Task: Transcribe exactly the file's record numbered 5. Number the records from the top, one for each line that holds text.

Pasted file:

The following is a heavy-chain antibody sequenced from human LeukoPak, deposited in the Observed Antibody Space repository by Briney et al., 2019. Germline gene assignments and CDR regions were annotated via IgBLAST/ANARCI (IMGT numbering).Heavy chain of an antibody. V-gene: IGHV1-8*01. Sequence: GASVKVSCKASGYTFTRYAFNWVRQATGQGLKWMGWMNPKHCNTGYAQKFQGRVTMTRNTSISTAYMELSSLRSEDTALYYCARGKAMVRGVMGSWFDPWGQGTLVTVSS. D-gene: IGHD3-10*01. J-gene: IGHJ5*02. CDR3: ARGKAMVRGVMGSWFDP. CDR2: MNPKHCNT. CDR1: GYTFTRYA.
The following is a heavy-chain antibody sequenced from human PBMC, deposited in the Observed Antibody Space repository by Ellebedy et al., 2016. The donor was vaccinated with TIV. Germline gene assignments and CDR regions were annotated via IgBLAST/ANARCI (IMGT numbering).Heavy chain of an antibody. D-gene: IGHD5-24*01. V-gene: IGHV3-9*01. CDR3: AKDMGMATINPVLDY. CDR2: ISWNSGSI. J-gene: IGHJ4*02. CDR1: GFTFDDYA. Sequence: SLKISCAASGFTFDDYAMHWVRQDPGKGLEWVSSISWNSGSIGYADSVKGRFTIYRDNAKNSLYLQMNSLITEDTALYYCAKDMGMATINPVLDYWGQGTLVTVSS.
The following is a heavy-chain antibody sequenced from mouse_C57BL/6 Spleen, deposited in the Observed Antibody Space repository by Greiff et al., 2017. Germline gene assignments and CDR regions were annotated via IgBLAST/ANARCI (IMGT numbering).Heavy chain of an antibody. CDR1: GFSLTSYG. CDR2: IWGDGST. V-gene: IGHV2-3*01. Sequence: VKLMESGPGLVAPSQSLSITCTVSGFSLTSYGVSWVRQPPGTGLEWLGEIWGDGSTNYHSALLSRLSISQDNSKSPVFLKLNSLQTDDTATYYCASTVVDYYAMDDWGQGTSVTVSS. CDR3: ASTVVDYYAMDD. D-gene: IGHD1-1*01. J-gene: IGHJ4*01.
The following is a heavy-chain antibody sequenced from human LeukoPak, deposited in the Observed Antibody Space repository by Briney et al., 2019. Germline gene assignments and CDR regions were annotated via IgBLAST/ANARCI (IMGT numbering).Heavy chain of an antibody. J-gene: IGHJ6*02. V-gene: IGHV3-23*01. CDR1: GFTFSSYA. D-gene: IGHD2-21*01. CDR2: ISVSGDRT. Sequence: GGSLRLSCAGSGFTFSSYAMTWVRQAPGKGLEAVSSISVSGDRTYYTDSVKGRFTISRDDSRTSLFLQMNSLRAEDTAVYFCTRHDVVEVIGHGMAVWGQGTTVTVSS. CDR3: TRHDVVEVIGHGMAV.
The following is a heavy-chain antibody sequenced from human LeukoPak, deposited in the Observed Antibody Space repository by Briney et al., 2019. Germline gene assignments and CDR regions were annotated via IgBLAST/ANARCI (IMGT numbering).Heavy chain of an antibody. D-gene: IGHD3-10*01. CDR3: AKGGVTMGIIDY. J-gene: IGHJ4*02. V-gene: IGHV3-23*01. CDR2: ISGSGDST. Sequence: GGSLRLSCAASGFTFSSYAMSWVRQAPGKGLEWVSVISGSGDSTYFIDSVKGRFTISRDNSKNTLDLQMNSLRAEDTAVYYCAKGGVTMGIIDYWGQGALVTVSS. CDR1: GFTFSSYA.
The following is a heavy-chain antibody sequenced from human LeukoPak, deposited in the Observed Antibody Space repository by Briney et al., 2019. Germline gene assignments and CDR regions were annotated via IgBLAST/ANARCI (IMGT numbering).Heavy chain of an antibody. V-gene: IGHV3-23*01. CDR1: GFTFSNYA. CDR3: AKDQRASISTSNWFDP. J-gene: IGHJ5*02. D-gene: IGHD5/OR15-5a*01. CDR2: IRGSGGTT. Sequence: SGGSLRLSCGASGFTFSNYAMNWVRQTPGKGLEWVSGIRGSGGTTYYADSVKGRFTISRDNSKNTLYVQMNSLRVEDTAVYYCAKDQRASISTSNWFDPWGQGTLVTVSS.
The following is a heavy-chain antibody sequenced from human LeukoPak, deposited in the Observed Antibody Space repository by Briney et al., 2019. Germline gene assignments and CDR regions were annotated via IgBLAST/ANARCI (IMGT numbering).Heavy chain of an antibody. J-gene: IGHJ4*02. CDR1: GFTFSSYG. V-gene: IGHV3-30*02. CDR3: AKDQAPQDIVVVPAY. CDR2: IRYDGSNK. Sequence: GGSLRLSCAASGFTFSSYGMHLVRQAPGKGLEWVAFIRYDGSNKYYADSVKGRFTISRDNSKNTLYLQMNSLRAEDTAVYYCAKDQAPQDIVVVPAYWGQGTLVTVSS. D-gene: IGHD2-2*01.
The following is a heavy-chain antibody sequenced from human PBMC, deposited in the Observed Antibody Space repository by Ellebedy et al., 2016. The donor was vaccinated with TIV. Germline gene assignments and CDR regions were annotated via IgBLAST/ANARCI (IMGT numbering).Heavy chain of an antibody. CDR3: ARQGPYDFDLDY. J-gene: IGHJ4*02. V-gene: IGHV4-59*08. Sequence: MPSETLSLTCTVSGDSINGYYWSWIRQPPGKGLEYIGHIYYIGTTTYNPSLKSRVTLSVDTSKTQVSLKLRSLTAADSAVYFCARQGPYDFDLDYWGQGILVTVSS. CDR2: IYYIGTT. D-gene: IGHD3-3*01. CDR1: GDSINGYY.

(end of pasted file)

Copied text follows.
The following is a heavy-chain antibody sequenced from human LeukoPak, deposited in the Observed Antibody Space repository by Briney et al., 2019. Germline gene assignments and CDR regions were annotated via IgBLAST/ANARCI (IMGT numbering).Heavy chain of an antibody. D-gene: IGHD3-10*01. CDR3: AKGGVTMGIIDY. J-gene: IGHJ4*02. V-gene: IGHV3-23*01. CDR2: ISGSGDST. Sequence: GGSLRLSCAASGFTFSSYAMSWVRQAPGKGLEWVSVISGSGDSTYFIDSVKGRFTISRDNSKNTLDLQMNSLRAEDTAVYYCAKGGVTMGIIDYWGQGALVTVSS. CDR1: GFTFSSYA.